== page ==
Drug trafficking arrests at Los Angeles International Airport have risen 166 percent in the year since California legalized marijuana state-wide.
In 2018, LAX police made 101 trafficking arrests, the Los Angeles Times reports. This represents a substantial increase over the 38 arrests in 2017 and 20 in 2016, according to police records obtained by the LAT.
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"This is normal procedure for these guys, and I would say 29 out of 30 times they make it through without a problem," said Bill Kroger Jr., a lawyer defending a would-be trafficker profiled in the LAT‘s reporting.
Comporting with state law, it is legal for individuals to possess up to 28.5 grams of marijuana or 8 grams of concentrated marijuana at the airport. But California prohibits selling marijuana out of state, as the drug remains federally illegal, with the skies the jurisdiction of the federal government.
In spite of this, police are seeing more and more bags containing large quantities of marijuana, often disguised with tinfoil or wax paper. One officer told the Times that they have routinely seen 50-pound quantities stowed in carry-on luggage.
This upswing in seizures, and therefore in marijuana trafficking, is reflective of the practice of purchasing legal marijuana in California and then selling it in other states at a profit. According to the LAT, most marijuana is exported by car or truck; in 2018, the California Highway Patrol seized eight tons of leaves, compared to two tons in 2017.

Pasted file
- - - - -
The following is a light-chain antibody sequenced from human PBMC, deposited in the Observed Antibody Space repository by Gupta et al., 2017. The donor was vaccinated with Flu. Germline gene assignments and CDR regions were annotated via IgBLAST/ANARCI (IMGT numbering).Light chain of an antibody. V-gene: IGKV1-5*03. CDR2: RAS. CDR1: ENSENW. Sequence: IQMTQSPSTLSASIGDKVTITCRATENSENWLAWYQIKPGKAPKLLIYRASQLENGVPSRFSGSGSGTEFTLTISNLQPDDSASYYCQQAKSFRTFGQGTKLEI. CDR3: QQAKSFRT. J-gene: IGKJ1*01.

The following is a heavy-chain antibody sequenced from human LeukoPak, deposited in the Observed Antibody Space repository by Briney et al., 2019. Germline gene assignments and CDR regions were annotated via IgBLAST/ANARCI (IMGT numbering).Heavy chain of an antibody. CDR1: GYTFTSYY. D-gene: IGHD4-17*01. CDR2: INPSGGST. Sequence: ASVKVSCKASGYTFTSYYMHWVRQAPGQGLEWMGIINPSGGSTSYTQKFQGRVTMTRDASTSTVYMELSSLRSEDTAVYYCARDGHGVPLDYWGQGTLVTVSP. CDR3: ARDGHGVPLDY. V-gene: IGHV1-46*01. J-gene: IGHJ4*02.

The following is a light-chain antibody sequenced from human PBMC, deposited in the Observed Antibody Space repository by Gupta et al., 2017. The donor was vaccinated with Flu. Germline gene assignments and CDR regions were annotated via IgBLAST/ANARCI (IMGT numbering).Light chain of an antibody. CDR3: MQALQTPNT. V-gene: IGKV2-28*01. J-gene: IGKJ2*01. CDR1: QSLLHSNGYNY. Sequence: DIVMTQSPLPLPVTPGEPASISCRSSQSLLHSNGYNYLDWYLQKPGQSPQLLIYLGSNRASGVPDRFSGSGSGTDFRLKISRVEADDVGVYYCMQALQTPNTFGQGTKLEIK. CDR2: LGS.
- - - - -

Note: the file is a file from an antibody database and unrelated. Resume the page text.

The reason for this exportation is simple. Far more marijuana is grown in California than residents of the state themselves consume—five times more, according to one estimate. A 2017 paper cited by the LAT estimates that 80 percent of pot is shipped out of state, and therefore never taxed or regulated.
Instead, the drugs spread across the country, including to the many states where cannabis remains illegal. Arrest reports reviewed by the LAT show trafficking suspects routinely telling police that they came to California "to purchase better and cheaper cannabis products to sell for a profit back home."
The result is a de facto semi-legalization throughout the United States—without the consent of the state legislatures or citizens who would otherwise be responsible for such a decision.
"I don't think we're surprised by the numbers. These are things we foresaw and we've warned folks about," DEA Agent Kyle Mori told the LAT. "When states legalize it, you give folks a false sense of security that they can come through TSA checkpoints … They believe what they're doing is legal."